Just jotting down thoughts here for lack of a better place to put them. Recently there was a bit of a kerfuffle in certain Protestant circles when Hank Hanegraaff (I’d never heard of him, but he is or was a major player in American Protestantism, apparently) converted to my own faith, Eastern Orthodoxy. The general response of Protestants was that he had “left Christianity,” and there’s been a lot of back-and-forth about incense and idolatry and whatnot.
Most of this is tiresome and impossible to resolve because of Protestants’ and Orthodox Christians’ radically different beliefs concerning the ultimate source of “authority” for Christians. I’m not going to go into the sola this-and-that rabbit hole. However, the concept of “penal substitution” did get brought up, and that seems worth discussion.
I’m probably going to be too busy to do this regularly, but for old times’ sake here’s another. I’m not trying to take any position on the gay marriage fight in this post; that would take a much longer post, and everybody’s made up their mind on that already.
Is there anything sillier, or more painful to watch, than an amateur trying to show up an expert by citing cherry-picked information from the expert’s own subject of expertise? For example, creationists trying to “disprove” evolution by pointing to some trivial anomaly in the body of research. Much of the time it isn’t even a real anomaly, and reflects only the creationist’s ignorance of how evolution is supposed to work. My favorite: “If people evolved from apes, why do we still have apes?” The creationist smiles smugly; every educated person listening to or reading him winces, sighs, and decides it simply isn’t worth the effort of even beginning to correct this rube. Continue reading →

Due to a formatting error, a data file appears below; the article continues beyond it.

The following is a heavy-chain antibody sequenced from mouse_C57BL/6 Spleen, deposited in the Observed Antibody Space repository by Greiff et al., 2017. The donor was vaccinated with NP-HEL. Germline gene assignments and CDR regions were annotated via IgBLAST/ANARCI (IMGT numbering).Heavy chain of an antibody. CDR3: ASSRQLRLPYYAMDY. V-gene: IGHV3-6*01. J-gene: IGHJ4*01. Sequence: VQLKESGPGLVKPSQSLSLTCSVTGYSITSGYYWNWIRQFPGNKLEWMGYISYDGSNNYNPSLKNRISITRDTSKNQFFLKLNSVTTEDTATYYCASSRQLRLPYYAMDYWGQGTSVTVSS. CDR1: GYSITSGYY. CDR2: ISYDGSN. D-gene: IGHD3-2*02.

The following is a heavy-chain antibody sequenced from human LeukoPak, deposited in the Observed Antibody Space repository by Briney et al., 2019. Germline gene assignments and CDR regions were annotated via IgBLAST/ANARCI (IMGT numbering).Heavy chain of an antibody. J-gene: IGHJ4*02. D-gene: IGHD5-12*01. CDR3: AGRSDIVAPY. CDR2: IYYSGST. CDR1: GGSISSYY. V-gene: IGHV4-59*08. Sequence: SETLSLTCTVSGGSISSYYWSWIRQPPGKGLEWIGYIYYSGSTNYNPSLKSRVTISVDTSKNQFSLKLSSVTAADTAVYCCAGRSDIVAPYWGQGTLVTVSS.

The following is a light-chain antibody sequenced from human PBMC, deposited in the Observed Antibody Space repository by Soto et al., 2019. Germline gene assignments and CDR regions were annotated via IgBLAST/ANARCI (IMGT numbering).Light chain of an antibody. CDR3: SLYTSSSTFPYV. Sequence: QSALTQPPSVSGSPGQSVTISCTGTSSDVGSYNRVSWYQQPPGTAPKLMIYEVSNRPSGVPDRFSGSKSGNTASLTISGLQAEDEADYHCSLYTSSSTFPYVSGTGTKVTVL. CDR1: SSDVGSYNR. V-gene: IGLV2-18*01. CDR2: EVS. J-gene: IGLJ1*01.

Ancient Athens, at the height of its power, commanded an empire of millions, covering most of the Eastern Mediterranean. Nominally, they were the foremost city of an alliance, but in practice, they dominated and extracted tribute from settlements in the Cyclades, Ionia on the west coast of Asia Minor, Italy, Sicily, Cyprus, and various points on the north coast of Africa. They even had a couple of colonies in Spain. This whole maritime empire was held together by the trireme, a 120-foot warship alternately propelled by sails or three banks of rowers, with a vicious battering ram on its tip. I’ve mentioned the trireme before, in my Darkened Ages post. It was a mighty weapon, but it had its limitations; it was strictly a coastal vessel, which had to make landfall every night to restock with food and water. Also, very expensive. At its aforementioned height, Athens could only build three or four triremes per year. Usually this was done by selecting one of the city’s richest citizens for the “honor” of funding it, in the form of a charitable endowment called a liturgy (lit. “work for the people”; also an apt term for our religious service, but one wonders exactly how the term got transferred!).
Anyway, suppose you were to go to one of Athens’s busiest shipyards and tell them that, at some point in the past, a man and his three sons, possibly assisted by their wives, had built a ship three times the length of a trireme, and far wider–a boat the size of a modern American football field. That these men had then loaded down said ship with massive amounts of heavy cargo–live animals, and plenty of fodder–and kept it afloat through forty days of nonstop storm conditions, plus an indeterminate period of calm afterwards. Continue reading →